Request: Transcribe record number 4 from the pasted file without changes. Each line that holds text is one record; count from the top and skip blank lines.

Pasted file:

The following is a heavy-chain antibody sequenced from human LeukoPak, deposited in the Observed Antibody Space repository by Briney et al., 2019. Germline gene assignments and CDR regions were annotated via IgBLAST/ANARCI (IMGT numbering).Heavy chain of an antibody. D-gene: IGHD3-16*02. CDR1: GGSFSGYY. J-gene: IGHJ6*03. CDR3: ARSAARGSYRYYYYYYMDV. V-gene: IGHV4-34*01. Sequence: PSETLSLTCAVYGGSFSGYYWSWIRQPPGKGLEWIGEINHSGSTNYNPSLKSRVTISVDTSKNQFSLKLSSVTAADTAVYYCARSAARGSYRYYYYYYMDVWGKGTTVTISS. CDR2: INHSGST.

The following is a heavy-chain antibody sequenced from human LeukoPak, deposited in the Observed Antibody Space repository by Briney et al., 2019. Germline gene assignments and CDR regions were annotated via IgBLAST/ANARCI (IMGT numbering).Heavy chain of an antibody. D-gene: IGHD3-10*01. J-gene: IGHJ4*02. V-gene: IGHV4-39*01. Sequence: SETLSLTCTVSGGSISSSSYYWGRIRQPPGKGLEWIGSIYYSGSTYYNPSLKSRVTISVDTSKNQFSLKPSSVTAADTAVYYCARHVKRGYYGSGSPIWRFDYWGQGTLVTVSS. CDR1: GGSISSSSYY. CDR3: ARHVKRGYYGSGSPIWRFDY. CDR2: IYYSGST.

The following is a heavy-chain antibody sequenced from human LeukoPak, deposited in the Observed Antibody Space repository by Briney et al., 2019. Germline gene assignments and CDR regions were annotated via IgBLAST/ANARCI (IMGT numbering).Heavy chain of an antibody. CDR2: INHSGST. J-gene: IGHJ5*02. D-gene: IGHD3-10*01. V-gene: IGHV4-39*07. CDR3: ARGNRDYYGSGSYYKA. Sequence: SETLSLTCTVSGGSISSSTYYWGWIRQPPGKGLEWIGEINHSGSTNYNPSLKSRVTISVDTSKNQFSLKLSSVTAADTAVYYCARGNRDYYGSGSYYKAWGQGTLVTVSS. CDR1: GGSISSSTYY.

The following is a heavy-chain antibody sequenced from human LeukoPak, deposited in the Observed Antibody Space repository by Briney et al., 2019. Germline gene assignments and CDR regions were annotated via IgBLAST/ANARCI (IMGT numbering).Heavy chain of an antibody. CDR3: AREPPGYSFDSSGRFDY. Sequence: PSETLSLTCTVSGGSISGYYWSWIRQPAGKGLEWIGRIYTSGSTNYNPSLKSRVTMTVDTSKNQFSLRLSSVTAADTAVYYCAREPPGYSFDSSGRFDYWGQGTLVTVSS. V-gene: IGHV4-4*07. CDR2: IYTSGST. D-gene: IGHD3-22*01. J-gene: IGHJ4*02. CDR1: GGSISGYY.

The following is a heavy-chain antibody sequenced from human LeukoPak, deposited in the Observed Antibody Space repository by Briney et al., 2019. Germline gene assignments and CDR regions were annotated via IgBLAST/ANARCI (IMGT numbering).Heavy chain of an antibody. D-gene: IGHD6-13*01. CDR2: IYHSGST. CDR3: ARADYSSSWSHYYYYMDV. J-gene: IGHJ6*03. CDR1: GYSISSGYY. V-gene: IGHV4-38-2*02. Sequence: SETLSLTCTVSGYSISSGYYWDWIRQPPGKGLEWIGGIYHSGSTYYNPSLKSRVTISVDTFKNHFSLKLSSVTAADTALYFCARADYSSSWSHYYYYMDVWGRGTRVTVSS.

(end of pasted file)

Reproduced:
The following is a heavy-chain antibody sequenced from human LeukoPak, deposited in the Observed Antibody Space repository by Briney et al., 2019. Germline gene assignments and CDR regions were annotated via IgBLAST/ANARCI (IMGT numbering).Heavy chain of an antibody. CDR3: AREPPGYSFDSSGRFDY. Sequence: PSETLSLTCTVSGGSISGYYWSWIRQPAGKGLEWIGRIYTSGSTNYNPSLKSRVTMTVDTSKNQFSLRLSSVTAADTAVYYCAREPPGYSFDSSGRFDYWGQGTLVTVSS. V-gene: IGHV4-4*07. CDR2: IYTSGST. D-gene: IGHD3-22*01. J-gene: IGHJ4*02. CDR1: GGSISGYY.